12 …include measures of meta skills Meta-linguistic skills are included in SLOs Examples: Identify X Label X Analyze X Recognize X Differentiate between X and Y An objective instrument can provide discrete measures of each of these

13 Build a Scoring Guide CRC chose an ETS style holistic scoring guide model with 5 levels: Insufficiently prepared = 1 Under-prepared = 2 Fairly prepared = 3 Well prepared for the level = 4 Demonstrates skill above level = 5

14 …write descriptors for each level Start with the SLOs – write a descriptive narrative to match expressive skills they describe This will be the score 4 – well prepared for the course To write descriptors for scores 1 – 3 and for score 5, examine the sample papers already marked by faculty

15 Select A Writing Prompt For the lowest levels, we chose a picture and guiding questions: Look at the picture. Who is the man? Where is he? What happened? How does he feel? Why does he feel that way? Where is he going? What will happen next? Write the story! For intermediate SLOs and beyond, we selected this prompt: Some people like to live in big cities, others do not. Tell where you prefer to live and explain why.

16 Create an Objective Instrument Align assessment items directly to SLO Make more than one item to measure each skill…vary the contexts Use multiple choice format & SCANTRON© Check to see that the terms used are consistent with what students have encountered in classes and texts Collaborate to check for validity, bias, and clarity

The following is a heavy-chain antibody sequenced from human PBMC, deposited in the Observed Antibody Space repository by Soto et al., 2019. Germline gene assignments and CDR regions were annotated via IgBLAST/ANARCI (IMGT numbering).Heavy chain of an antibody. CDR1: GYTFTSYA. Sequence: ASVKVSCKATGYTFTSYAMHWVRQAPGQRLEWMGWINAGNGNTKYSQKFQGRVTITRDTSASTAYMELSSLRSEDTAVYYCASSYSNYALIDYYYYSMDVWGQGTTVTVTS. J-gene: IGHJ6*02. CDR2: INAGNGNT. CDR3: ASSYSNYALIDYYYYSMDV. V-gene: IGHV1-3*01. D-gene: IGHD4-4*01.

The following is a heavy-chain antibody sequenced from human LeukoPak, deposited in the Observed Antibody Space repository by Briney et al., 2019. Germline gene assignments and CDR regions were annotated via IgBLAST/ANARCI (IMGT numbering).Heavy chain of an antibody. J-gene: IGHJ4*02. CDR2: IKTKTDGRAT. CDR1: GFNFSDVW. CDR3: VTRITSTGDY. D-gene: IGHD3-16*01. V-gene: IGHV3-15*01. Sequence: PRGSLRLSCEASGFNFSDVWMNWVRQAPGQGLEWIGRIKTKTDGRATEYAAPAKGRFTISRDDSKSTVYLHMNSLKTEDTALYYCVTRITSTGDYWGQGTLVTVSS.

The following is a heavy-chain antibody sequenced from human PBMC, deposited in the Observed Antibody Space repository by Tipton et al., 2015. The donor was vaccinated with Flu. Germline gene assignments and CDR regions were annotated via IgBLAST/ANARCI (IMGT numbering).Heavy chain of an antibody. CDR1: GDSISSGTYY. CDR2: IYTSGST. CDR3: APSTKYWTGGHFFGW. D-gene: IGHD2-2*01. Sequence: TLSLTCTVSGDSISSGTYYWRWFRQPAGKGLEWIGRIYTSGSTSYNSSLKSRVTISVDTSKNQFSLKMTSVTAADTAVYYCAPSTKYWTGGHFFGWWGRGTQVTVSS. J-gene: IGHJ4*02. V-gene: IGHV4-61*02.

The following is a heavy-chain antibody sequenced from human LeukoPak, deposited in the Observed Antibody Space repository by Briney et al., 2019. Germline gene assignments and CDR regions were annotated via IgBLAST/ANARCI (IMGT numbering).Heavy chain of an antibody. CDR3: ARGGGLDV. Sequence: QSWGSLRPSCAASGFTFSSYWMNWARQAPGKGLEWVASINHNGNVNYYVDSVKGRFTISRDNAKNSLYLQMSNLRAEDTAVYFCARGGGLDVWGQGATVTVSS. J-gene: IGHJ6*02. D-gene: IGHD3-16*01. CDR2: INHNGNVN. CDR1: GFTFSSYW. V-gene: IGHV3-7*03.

17 Scrutinize the Process

18 Validity Check According to Test Better, Teach Better by W. James Popham, content-related evidence of validity can be determined by relying on human judgement A team of expert colleagues agrees that each test item measures the skill it was designed to reflect. The team must also agree that the test items are accessible and free of bias.

19 Check for Clarity Conduct item-by-item study of the test Be sure that the language level matches the texts Be sure that vocabulary is appropriate and standard Be sure the content doesnt unfairly affect a students ability to respondit is not biased.

20 Check for Bias Content Bias Gender Culture Experiential Linguistic Ambiguity Vague wording Confusing grammar Low-frequency vocabulary Difficulty

21 Create a Score Tally in Excel student id SLO's 1 - 4 Holistic Score SLO #1 Evidence of Planning SLO #2 Logic and Develop ment SLO #4 Syntax SLO #3 Mechanic s Identifyin g Sentence Parts SLO #5 Items 1-7 (7Q's) Identifyin g Parts of Speech SLO #6 Items 8- 14 (7 Q's) Verb Tense Forms SLO #7 Items 15- 20 (6 Q's) Verb Tenses in Question s SLO #2 Items 21- 24 (4 Q's) 475549423225412 485646222124443 922766322224464 987991322215653 1020104323322332 1036656221114342